Reprise: Root Your Faith In The Old Testament


I recently finished up the first part of a two part preface to a planned verse by verse exposition of the Gospel of John and this past Sunday, I started on part two. I don’t think that is so unusual, especially among churches where preaching and teaching is taken seriously. In churches devoted to expository preaching introductory messages are often preached before a new sermon series. What is unusual is that part one of this preface was a verse by verse exposition of all of the Servant songs of Isaiah and part two will be an exposition of all of the songs of ascent, Psalms 120-134.  I began this preface in mid-August and Lord willing it will wrap up some time around the beginning of April. And it is all Old Testament. Why? Because our faith should be rooted in the Old Testament.

The Old Testament gets short shrift. And it is not just from those who say outrageous things like the Christian faith ought to be unhitched from the Old Testament or “when people struggle to believe, the Old Testament is usually the culprit.”[1] It is also manifest in how infrequently the Old Testament is preached in a systematic manner in “solid churches” dedicated to expository preaching. Sure the occasional Psalm is preached and sometimes a series on creation is preached, but very seldom is a truly expository series in the Old Testament preached. Even when a series is preached on the Old Testament in expository preaching churches, too often the series is actually topical or theological (not that there is anything inherently wrong with a topical or theological sermon) where the Old Testament text is used primarily as a jumping off point rather than forming the backbone of the series. (And yes, I know, I’m broad brushing.)

I don’t think it is intentional or malicious, but I think a disservice is done to the church by not preaching the Old Testament. All Scripture is God breathed and profitable as 2 Tim 3:16 says; and when those words were penned Paul had the Old Testament in mind. To illustrate how rooting our faith in the Old Testament is profitable,let me explain how these Old Testament series will inform the upcoming series in the Gospel of John.

The Servant Songs

The Gospel of John has an explicit purpose statement.

Now Jesus did many other signs in the presence of the disciples, which are not written in this book; but these are written so that you may believe that Jesus is the Christ, the Son of God, and that by believing you may have life in his name. – John 20:30-31

The Gospel is evangelistic. And it was written for a primarily Jewish audience. Why were these particular things chosen by the Holy Spirit? Because they proved that the messiah who came was the messiah who should have been expected. And where is the messiah most clearly pictured and anticipated in the Old Testament? The Servant songs of Isaiah. What better way to prepare for the presentation on the Messiah in John than to be immersed in the anticipation of the Messiah in Isaiah? (And if the only Servant song you are familiar with is the fourth that begins in Isa 52 and spans Isa 53, take the time and make the effort to know and understand Isa 42:1-9, Isa 49:1-7, and Isa 50:4-11.)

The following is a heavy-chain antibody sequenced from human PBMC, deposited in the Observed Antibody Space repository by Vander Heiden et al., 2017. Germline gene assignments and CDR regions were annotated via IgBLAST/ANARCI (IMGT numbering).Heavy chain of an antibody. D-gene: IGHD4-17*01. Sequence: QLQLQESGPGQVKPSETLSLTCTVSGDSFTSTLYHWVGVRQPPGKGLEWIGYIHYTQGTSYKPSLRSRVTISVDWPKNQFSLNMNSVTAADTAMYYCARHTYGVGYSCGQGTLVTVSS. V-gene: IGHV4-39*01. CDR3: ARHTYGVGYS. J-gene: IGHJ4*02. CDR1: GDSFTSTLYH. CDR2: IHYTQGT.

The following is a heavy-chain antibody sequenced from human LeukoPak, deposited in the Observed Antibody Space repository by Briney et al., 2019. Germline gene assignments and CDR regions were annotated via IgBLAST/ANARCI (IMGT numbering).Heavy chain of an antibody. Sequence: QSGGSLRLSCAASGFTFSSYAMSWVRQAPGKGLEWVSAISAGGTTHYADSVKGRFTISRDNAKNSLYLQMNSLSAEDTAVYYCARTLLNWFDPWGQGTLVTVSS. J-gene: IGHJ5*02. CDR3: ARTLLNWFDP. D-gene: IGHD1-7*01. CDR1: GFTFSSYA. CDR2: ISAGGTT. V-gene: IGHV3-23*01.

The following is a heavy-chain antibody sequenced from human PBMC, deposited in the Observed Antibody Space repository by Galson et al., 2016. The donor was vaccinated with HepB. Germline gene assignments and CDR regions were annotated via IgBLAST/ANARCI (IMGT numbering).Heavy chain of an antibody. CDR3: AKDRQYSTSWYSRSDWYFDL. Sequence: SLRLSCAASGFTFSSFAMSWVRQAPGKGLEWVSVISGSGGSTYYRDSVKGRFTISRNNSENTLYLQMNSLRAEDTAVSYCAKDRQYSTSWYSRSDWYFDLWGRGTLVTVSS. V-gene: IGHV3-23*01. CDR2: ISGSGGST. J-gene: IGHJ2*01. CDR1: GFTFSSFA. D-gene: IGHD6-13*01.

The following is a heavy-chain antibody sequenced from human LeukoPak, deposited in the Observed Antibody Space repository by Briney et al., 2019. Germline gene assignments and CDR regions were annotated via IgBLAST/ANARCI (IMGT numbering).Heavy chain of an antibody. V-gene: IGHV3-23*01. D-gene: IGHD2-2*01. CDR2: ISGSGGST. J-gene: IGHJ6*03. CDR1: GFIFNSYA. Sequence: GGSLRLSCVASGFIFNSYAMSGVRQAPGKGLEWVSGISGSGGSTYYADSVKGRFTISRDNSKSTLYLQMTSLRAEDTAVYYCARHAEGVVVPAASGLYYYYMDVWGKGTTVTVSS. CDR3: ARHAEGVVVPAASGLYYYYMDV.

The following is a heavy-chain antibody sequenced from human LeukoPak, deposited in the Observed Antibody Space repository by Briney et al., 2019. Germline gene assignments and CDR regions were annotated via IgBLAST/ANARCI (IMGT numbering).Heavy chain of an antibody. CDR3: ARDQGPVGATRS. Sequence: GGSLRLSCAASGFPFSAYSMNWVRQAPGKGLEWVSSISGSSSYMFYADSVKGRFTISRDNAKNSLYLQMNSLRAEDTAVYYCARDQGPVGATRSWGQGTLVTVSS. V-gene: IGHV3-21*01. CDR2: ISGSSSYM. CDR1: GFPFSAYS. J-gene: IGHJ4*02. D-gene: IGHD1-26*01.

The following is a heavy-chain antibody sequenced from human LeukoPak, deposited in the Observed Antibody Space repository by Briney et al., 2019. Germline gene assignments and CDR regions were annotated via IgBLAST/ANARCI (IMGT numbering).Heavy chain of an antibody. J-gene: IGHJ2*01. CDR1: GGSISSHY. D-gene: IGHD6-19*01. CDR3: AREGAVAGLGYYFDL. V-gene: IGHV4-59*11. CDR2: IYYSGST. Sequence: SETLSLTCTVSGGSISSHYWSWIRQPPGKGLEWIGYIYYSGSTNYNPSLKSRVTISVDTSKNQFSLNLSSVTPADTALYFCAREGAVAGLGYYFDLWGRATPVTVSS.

The Songs of Ascent

If the Psalms are the songbook of Israel, the Songs of Ascent form a songbook within that songbook. These psalms were sung by pilgrims as they “went up” or ascended to Jerusalem to worship at the temple for the Feasts of Passover, Pentecost, and Booths. (In some older commentaries they are referred to as the pilgrim songs.) These psalms were sung many times over as the pilgrims made the long trek to Jerusalem from every corner of ancient Israel by Old Testament saints to prepare their hearts for corporate worship.

What is the proper response to the Messiah? Worship! What better way to prepare for the presentation of Jesus as the Messiah in John than to tune your heart for worship? And what better way to prepare to tune your heart for worship than to meditate of the one section of Scripture that is expressly intended to prepare hearts for corporate worship? That is why we are going through the Songs of Ascent as a church to prepare for the preaching of the gospel of John.

Cards on the table, I love the Old Testament. I love the Hebrew language, and I especially love Hebrew poetry. But that doesn’t color my thinking on this, what does is my belief in the inspiration of Scripture; I believe that the Old Testament is no less inspired than the New. I believe that the coming of Christ in no way diminished the significance of the Old Testament (Matt 5:17). I believe that the Old Testament is instructional to New Testament believers (Rom15:4). Furthermore the vast majority of God’s special revelation to His people is found in the Old Testament. So don’t unhitch your faith from the Old Testament or ignore the Old Testament. Root your faith in the Old Testament.

(You can listen to PBC’s series on the Servant Songs as well as our ongoing series on the Songs of Ascent here. *Note: we are in the Gospel of John now)

[1] Andy Stanley. Irresistible: Reclaiming the New That Jesus Unleashed For The World. P.278

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About John Chester

John serves the saints of Piedmont Bible Church, a Grace Advance church plant in Haymarket Virginia, as their shepherd, a position he has held since 2012 and hopes to serve in the rest of his life. Prior to being called to ministry John worked as a lacrosse coach, a pizza maker, a writer, a marketing executive, and just about everything in between. John is a graduate of The Master’s Seminary and The Grace Advance Academy. He hails from The City of Champions, Pittsburgh Pennsylvania, and is unbelievably blessed to be married to his wife Cassandra.